Another starlet from the fifties, and whose early career hence overlapped (like Wynter’s) the black-and-white era, is Janet Leigh. The few “oldies” in which I saw her (and no, I am not so old that I watched any of these beauties on the big screen) left an indelible impression—and I do not allude to Psycho primarily, where she really had a very small role. (I love her in The Manchurian Candidate, whose release was suppressed because its subject matter would have seemed indelicate after the Kennedy assassination.) One can readily confirm through her Google results that Janet was marketed as more of a vamp than Young and Wynter—who in fact were among the most wholesome Hollywood divas ever, both on and off the screen. Yet in spite of the more blatant selling of sex appeal, well illustrated below, Leigh still captures for me something of a more innocent Golden Age: an altogether better time to live, culturally speaking. The woman below, that is, still strikes me as someone with whom a young man might dream of spending his life rather than his next free weekend. Testosterone is one of the ingredients in this yearning… but then, it always has been (though I say it to the shame of the male sex).
The more important thing—the thing I keep trying to get at, and the reason why I am again groping at specters through these photographs—is “soul”, for lack of a better word. These images project a woman who has something going on inside, something that fascinates me and subjugates me. A man could share much with a woman like this, perhaps almost everything. This is exactly what Leigh offers Sinatra’s lonely character in Manchurian Candidate once the sex is out of the way, though I wonder if any intimacy is ever “just sex” when a man finds true sympathy in a woman. In other words, a man could make such a woman his judge (something I think all men really want out of their women, though none will say so). After his confessions have echoed through her scarcely fathomable depths, they would come back to him with a final verdict on his grand ideas and plans, the verdict he desperately wanted to hear: not a logical analysis, but a “feeling”. Was he being fair to others? Was he being true to himself?
Well, no man seems to look for that kind of spiritual litmus-testing in a woman any more. The New Woman would consider all that I have just written to be obnoxiously, perhaps criminally sexist; and, frankly, I can’t imagine a contemporary man—or any sane man—being in the least inclined to make the New Woman his judge in matters of the soul.
One of my critics both irked me and made me feel uncomfortably guilty by charging that I had included no black women in my pageant. I should certainly have seen that one coming. I suppose a person does tend to be more attracted to those of his or her race; yet I did enshrine and Indian and a Filipina in my catalogue, either of whom I would willingly agree to call the most beautiful woman of them all. There may be something else at work here. Proponents of “identity politics” always have the argument knocking around in their grab bag of rhetorical debris that previous ages have kept Group X down AND that the status quo refuses to represent Group X with statistical fairness in its story of the past. I’ve never understood how this works out logically. If black women, for instance, were given very few major parts in films before about 1970 (and this is doubtlessly true), then how can I be expected to find a boatload of black starlets from the thirties?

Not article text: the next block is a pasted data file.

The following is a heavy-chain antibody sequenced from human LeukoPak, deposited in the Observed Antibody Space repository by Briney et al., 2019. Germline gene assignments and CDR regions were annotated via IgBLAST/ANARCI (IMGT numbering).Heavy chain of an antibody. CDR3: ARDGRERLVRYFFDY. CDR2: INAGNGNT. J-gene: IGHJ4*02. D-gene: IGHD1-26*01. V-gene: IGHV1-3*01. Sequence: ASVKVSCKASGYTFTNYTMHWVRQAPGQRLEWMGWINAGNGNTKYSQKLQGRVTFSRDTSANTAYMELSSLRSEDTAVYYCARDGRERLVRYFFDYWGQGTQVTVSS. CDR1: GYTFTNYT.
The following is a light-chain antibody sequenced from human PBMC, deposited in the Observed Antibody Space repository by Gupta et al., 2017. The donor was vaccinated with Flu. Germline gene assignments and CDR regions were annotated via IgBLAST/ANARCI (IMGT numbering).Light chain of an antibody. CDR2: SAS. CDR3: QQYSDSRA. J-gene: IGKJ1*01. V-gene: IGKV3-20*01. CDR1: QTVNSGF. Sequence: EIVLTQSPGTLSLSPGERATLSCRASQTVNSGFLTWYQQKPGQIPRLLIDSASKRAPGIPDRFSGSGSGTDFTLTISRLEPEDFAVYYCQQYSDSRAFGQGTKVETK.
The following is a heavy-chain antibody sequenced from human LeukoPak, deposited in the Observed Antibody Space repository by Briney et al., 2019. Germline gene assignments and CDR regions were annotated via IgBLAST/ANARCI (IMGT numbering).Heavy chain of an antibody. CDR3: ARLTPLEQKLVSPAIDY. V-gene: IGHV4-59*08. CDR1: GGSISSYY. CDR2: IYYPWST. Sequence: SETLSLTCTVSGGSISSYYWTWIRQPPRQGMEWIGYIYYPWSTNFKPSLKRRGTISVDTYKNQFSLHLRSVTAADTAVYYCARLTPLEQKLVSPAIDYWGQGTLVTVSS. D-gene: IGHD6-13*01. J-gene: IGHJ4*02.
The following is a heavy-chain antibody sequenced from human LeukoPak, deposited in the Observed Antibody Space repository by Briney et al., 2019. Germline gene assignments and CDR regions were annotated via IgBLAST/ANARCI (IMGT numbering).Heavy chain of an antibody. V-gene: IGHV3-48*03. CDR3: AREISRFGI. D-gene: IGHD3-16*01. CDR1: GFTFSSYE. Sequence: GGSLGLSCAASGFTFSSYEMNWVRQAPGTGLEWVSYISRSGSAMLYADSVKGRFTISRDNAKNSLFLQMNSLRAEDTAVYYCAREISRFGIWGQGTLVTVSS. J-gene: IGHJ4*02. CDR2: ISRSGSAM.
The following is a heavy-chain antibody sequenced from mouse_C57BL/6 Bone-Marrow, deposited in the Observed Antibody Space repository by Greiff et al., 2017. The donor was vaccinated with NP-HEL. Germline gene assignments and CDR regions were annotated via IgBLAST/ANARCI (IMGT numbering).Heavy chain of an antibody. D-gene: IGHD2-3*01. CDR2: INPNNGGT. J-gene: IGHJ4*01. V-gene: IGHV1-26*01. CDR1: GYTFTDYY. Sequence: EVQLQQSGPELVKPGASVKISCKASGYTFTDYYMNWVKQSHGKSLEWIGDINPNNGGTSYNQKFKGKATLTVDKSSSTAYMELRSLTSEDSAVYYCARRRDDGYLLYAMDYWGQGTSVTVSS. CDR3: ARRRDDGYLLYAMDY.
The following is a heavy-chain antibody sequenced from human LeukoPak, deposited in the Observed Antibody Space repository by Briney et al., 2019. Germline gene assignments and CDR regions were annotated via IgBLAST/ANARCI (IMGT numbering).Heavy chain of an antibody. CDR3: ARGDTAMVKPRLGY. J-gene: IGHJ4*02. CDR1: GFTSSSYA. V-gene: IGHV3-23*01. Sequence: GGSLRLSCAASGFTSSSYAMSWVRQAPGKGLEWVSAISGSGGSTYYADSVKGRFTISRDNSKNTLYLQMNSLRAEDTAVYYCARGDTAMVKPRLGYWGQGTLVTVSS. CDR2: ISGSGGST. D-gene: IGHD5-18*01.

I contented myself this time with the lovely Dianne Carroll. Yet I would be lying if I said that I find her images as powerful as Dana Wynter’s. One of the photos below has Dianne smiling—a beautiful smile, but also something of the “smile on demand” that Cunningham et al. charge us men with programming into women. The second photo, while also lovely, lacks that depth that I tried to describe above. I certainly don’t believe that black women lack depth—but I conclude that the Hollywood establishment was in fact marketing them in the somewhat degraded fashion to which feminists claim all women of yesteryear were submitted. This surely wouldn’t be the first time that a white victimization movement has tried to ride on the coattails of a group persecuted by genuine racism.
If you apply Cunningham’s comments to Dianne’s photos, in short, it seems to me that they actually make some sense.
One of the propositions I advanced in the earlier piece that has the most holes in it concerns hair. I was attempting to draw attention to how much more intellectual the beautiful women of yesteryear look than the “hotties” of today—and it seemed to me that a more revealed forehead had something to do with this. Mea culpa. Contemporary starlets and glamoratae are apparently pulling their hair back with a vengeance, or else just shearing it off. I admit that I don’t pay enough attention to them to be very alert to these trends. But the first photographic stage of my recantation must begin in the Sixties, when the women who were slaying me in early adolescence were actively churning out films rather than appearing in the Late Show’s gilded classics. Most of these, as a matter of fact, were frequent guest stars on TV serials (for we didn’t have a lot of money to waste on movies at my house).